The Importance Of Security Professionalisation For Australia

pic-1By Alex Webling.

A self-regulating security profession is the best option to resolve the mess that exists in Australian security licensing regimes. Supporting Security Professionals Australasia and becoming a registered security professional with the Security Professionals’ Registry (Australasia) [SPR-A] will help drive positive change.

Whether a supplier or a consumer of security services, it is in everyone’s interests to see a more professional security industry. Security Professionals Australia (SPA) is the federated body consisting of representatives from industry groups, professional associations and institutions, government and tertiary education as well as individual members – both registered security professionals and leaders who have demonstrated commitment to the development of the security profession. Together, they represent the collective voice of the security profession. As the representative body, SPA sets professional standards for security practitioners and promotes their common vocation to serve and sustain the security of the community. In delivering industry self-regulation, SPA also has a key thought-leadership and advocacy role for the profession and within the public domain in general in relation to security matters that impact the community.

Security licensing in Australia has demonstrably decreased competition and resulted in lower quality services at higher prices without improving societal security. The security industry is as diverse as the society it seeks to protect. Security licensing regimes in the states and territories are being operated as profit centres for cash-strapped governments where applicants either fit within a ‘box’ or do not. Based on requirements for only nominal education standards and police checking, the regime delivers minimal regulatory outcome and has resulted in no measurable improvement in the quality of security service provision.

The restraint of trade imposed by state licensing schemes that require professionals to have separate licences for each state or territory increases costs and reduces flexibility for suppliers and consumers of security services alike. As an example, just think of providers servicing Queanbeyan, NSW, which is effectively a dormitory suburb of Canberra. Many highly specialised Canberra firms do not hold licences in both jurisdictions. For large firms, they may not be able to move their specialists between contracts. Effectively, this means less competition, higher prices and lower quality overall. To state the obvious, this is not a stated objective of the security licensing regime as it stands in 2015. The same state of affairs holds true in Hobart and Melbourne.

What is Professional Self-Regulation?

SPA aims to change the landscape by building the case for self-regulation for security professionals. Self-regulation of a profession through registration is a well-understood path; it is one of the oldest means of controlling the practice of professions. Government authority delegated to professions has provided them with a significant autonomy and authority in identifying professionals. In the 21st century, the emphasis on self-regulation is an underlying focus on protection of the public and society at large. This idea encapsulates the difference between a profession and a job. Beyond being an expert in a particular field, a professional has a higher calling to their society through their adherence to ethical standards.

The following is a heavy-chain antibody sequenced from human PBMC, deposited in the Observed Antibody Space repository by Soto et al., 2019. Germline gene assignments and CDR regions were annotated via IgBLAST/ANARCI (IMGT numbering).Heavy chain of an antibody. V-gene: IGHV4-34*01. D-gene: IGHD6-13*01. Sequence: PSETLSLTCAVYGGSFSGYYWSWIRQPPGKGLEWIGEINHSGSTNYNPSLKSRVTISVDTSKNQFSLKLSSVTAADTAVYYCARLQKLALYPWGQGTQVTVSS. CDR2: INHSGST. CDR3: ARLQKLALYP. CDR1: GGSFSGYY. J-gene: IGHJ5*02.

By becoming self-regulating, a profession gains greater autonomy and control, but also professional prestige. At the same time, with great power comes great responsibility; the regulatory body for a profession is able to set entry requirements and standards for practice. In addition, the regulatory body provides members of the profession with a voice into government. An individual who wants to be part of the profession is judged by their peers. This provides a transparent means by which competency and professional standards are defined and implemented throughout the profession and across Australia and New Zealand.

Prestige comes with becoming a professional and there are commensurate financial benefits to professionals from the increase in demand for services of a profession due to the public’s trust that registered professionals have high standards.

Many Australian professionals have some form of self-regulation and have developed self-regulation and registration schemes. Medical practitioners, accountants, engineers and lawyers are all professionals where self-regulation plays some role in upholding standards. In many cases, professional self-regulation schemes involve co-regulation with government, as the professions are so important to modern life. There is a similar picture in countries like New Zealand, the UK and Canada.

In light of the scope and criticality of the services provided by the security profession, there is no doubt that effective regulation is called for. However, until now, the profession has been subject to various state and territory licensing regimes only. The registry function within SPA represents the only time that a nationally consistent regulatory framework has been implemented. In providing a self-regulatory framework in which professional standards, professional development and competencies can be delivered, measured and developed through time, SPA is providing an essential service and is saving substantial red tape for government.